• • create a template in Adobe Illustrator
  • • place your illustration / design on it
  • • print it out on a piece of 8.5 x 11 card paper
  • • trim it down

And voila, you’re ready to write on your custom designed notecard. You’ve also reduced the waste of using an envelope…just be aware of using as much of the space as you can on each page!

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The World of the Dark Crystal

By heather at 5:15 am on Thursday, October 19, 2006

dark crystal

The World of the Dark Crystal is absolutely brilliant, Brian Froud is an inspiring illustrator and I’m so pleased that his concept art is shared around in such a handsome book as this. A lot of thought has been put into every detail of the designs, from the fabric patterns to the insects, the organic life of each illustration just makes you believe this world is real. More of Brian & Wendy Froud’s artwork can be found at World of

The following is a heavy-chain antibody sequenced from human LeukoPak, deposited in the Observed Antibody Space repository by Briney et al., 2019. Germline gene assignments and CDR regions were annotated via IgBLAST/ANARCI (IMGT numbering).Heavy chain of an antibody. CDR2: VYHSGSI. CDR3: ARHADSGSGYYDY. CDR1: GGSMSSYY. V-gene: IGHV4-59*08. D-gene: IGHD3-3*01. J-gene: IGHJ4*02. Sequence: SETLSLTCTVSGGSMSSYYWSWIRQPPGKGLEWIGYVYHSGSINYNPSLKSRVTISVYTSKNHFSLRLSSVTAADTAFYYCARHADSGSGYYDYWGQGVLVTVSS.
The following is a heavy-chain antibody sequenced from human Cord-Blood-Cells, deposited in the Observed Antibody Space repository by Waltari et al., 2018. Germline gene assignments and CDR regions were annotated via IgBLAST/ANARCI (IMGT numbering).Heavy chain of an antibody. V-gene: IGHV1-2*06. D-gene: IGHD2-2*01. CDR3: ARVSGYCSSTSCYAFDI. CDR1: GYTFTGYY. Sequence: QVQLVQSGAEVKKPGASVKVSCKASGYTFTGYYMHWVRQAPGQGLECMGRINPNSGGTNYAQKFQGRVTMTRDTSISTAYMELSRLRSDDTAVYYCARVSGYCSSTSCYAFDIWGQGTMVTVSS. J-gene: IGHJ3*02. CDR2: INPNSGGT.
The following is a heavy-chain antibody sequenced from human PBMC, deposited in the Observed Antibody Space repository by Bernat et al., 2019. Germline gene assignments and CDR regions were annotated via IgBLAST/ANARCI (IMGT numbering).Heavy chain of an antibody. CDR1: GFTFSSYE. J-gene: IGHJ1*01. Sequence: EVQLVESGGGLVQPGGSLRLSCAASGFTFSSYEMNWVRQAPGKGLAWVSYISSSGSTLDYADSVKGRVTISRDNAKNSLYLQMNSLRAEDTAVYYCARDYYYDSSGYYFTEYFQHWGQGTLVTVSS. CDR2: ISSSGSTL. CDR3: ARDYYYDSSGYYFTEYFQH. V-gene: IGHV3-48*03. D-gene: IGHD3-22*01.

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Why Cold Calling is Not So Bad (Really)

By heather at 1:37 am on Thursday, October 19, 2006